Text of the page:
1) The Hon’ble Supreme Court while deciding the case emphasized the principle of finality and res judicata in legal proceedings. Further, the Bench noted that if a matter has been decided or deemed to have been decided in an earlier stage of the same proceedings, the same court will be precluded from re-examining the same question. This means that parties cannot raise objections in later stages of a legal proceeding that they failed to raise in earlier stages, as long as the matter has moved forward and there has been no challenge to the previous decision.

2) Further, the Apex Court expressed concern about the unnecessary delay in the legal process. Thereafter, the Bench noted that the case had been dragging on for nearly two decades, which the Hon’ble Court considered to be excessive. Subsequently, the Court stressed the need for expeditious resolution of legal matters and efficient execution of decrees.

3) Subsequently, the Bench found that the lower courts, including the High Court, had erred in not interfering with the matter. The Hon’ble Supreme Court emphasized the need for the higher courts to rectify errors and ensure that justice is served promptly.


Based on the aforementioned observation, the Hon’ble Supreme Court’s Judgment in this case emphasized the significance of finality and res judicata in legal proceedings, while addressing concerns about undue delays. The Supreme Court explained that the Executing Court’s had limited authority to revisit previously settled matters, especially when they have attained finality. The principle of res judicata was highlighted as a key element in achieving legal closure. Further, the Supreme Court also criticized the unnecessary continuation of legal cases, noting that this specific case had spanned nearly two decades. Subsequently, the Bench emphasized the responsibility of higher courts to rectify errors and ensure the efficient administration of justice.

Therefore, the Hon’ble Supreme Court allowed the appeal filed by the Appellant and revoked the impugned Order passed by the High Court on 08.01.2021. Furthermore, the Supreme Court supported the Order passed by the Executing Court and ordered to proceed with the execution as quickly as possible and further directed that execution must be completed within six months.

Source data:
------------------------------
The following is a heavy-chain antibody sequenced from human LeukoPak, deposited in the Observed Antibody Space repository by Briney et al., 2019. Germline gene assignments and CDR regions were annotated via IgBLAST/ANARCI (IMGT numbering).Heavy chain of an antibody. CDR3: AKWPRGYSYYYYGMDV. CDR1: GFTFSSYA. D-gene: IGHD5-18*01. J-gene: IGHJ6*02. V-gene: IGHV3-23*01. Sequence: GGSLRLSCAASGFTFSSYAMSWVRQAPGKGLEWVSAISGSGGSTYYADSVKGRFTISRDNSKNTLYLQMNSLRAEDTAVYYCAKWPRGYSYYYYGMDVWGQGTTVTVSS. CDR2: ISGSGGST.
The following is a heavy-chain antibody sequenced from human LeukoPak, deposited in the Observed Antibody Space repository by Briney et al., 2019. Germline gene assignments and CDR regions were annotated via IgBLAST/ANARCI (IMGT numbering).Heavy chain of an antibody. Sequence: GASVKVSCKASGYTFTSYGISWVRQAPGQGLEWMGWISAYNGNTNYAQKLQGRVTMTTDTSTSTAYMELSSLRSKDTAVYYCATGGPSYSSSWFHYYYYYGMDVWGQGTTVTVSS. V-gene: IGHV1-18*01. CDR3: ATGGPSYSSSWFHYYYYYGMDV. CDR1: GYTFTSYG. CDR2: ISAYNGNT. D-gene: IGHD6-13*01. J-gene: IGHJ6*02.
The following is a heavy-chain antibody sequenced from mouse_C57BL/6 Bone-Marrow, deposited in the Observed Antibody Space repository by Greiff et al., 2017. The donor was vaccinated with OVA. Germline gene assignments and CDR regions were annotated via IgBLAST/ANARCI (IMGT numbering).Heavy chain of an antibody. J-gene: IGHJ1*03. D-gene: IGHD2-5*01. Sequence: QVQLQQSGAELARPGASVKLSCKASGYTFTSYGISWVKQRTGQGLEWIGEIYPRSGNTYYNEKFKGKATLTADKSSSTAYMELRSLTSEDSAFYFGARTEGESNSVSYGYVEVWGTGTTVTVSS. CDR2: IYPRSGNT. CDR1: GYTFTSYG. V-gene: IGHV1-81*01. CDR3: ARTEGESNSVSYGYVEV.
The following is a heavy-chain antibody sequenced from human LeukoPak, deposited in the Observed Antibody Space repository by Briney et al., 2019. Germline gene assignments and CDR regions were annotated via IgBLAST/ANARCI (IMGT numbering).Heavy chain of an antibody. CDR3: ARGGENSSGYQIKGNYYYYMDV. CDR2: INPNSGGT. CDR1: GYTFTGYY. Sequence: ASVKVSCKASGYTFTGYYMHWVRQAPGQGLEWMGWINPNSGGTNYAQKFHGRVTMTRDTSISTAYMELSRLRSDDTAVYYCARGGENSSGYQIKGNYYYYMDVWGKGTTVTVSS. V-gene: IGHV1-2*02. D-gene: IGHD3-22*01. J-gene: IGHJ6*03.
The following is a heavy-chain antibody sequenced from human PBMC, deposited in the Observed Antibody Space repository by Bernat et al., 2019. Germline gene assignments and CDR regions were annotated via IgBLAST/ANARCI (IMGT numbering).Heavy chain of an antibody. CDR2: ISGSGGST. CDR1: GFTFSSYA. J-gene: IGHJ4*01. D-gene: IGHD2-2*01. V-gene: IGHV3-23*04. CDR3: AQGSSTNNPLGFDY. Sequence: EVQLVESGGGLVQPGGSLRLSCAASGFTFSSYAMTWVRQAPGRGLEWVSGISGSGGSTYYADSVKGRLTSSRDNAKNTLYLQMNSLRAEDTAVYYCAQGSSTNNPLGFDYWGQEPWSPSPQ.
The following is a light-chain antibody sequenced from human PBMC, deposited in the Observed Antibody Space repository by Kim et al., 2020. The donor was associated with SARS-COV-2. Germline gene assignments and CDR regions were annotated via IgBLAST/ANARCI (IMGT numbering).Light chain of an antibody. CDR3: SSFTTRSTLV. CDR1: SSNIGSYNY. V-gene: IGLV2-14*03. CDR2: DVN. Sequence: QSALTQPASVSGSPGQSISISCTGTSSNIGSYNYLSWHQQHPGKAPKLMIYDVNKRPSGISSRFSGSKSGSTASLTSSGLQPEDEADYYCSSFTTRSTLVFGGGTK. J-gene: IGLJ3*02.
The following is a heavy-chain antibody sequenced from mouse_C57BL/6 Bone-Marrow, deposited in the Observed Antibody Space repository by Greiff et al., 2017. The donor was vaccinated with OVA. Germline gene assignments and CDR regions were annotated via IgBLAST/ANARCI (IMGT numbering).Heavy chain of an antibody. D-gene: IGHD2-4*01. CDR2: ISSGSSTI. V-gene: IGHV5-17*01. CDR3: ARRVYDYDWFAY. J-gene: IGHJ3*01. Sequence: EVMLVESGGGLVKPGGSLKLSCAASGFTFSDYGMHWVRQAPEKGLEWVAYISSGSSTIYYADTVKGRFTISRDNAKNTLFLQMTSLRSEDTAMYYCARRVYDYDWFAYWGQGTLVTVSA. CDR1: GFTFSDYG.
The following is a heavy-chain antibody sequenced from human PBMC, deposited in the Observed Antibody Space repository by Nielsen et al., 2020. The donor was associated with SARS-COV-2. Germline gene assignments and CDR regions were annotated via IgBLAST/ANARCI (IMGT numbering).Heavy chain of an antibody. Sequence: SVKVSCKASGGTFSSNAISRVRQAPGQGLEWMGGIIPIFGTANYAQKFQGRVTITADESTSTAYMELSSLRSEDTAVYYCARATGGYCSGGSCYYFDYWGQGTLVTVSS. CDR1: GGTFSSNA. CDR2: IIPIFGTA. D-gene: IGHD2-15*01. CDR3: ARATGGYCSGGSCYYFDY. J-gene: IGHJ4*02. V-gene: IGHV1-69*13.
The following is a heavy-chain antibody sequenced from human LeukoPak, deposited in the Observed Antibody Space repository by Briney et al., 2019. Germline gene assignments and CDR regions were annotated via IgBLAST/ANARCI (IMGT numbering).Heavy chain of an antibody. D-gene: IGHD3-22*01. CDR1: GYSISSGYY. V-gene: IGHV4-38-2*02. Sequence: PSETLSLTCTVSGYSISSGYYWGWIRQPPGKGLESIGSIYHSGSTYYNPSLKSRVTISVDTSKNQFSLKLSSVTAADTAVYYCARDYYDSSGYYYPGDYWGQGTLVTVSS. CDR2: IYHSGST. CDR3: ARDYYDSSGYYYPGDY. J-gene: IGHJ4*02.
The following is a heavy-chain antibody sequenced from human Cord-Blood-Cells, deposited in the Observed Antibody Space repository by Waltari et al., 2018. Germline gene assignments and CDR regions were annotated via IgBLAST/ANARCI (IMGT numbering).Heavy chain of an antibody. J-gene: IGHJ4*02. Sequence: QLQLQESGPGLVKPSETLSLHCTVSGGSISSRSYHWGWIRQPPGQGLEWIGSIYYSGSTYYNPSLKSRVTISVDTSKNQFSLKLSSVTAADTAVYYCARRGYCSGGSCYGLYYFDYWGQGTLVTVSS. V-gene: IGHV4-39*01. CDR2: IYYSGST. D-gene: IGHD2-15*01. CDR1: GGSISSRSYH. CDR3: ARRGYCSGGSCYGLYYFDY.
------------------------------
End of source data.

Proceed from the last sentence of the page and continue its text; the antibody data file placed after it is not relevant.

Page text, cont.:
Sakshi Raghuvanshi


The Indian Lawyer

[1] Section 47.   Questions to be determined by the Court executing decree.

(1) All questions arising between the parties to the suit in which the decree was passed, or their representatives, and relating to the execution, discharge or satisfaction of the decree, shall be determined by the Court executing the decree and not by a separate suit.

1* * * * *

(3) Where a question arises as to whether any person is or is not the representative of a party, such question shall, for the purposes of this section, be determined by the Court.

2[Explanation 1.– For the purposes of this section, a plaintiff whose suit has been dismissed and a defendant against whom a suit has been dismissed are parties to the suit.

Explanation II.– (a) For the purposes of this section, a purchaser of property at a sale in execution of a decree shall be deemed to be a party to the suit in which the decree is passed; and

(b) all questions relating to the delivery of possession of such property to such purchaser or his representative shall be deemed to be questions relating to the execution, discharge or satisfaction of the decree within the meaning of this section.]


[2] Exhibit 18:

Exhibit 18 is an application filed by the judgment debtors (the respondents) in the legal case.

Its purpose is to set aside or challenge a previous court order dated 12/2/2013, which allowed the execution of a consent decree.

The judgment debtors likely had objections or reasons for wanting to set aside the order, and they presented them in this application.

The application might have been filed to prevent the execution of the consent decree or to seek a modification of the order allowing execution.

Exhibit 19:

Exhibit 19 is an application filed by the decree holder (the petitioner) in response to Exhibit 18.

It is an objection or a counter-application raised by the decree holder to challenge the maintainability or validity of Exhibit 18.

Exhibit 19 could have been filed to defend the previous order that allowed the execution of the consent decree.

The decree holder’s position was that Exhibit 18 should not be granted, and this application may have provided reasons or legal arguments for that position.


These exhibits are part of the legal process where the judgment debtors (respondents) were trying to challenge the earlier order that allowed the execution of a consent decree, and the decree holder (petitioner) was responding to these challenges. The court would have considered these exhibits and made decisions based on the arguments presented by both parties.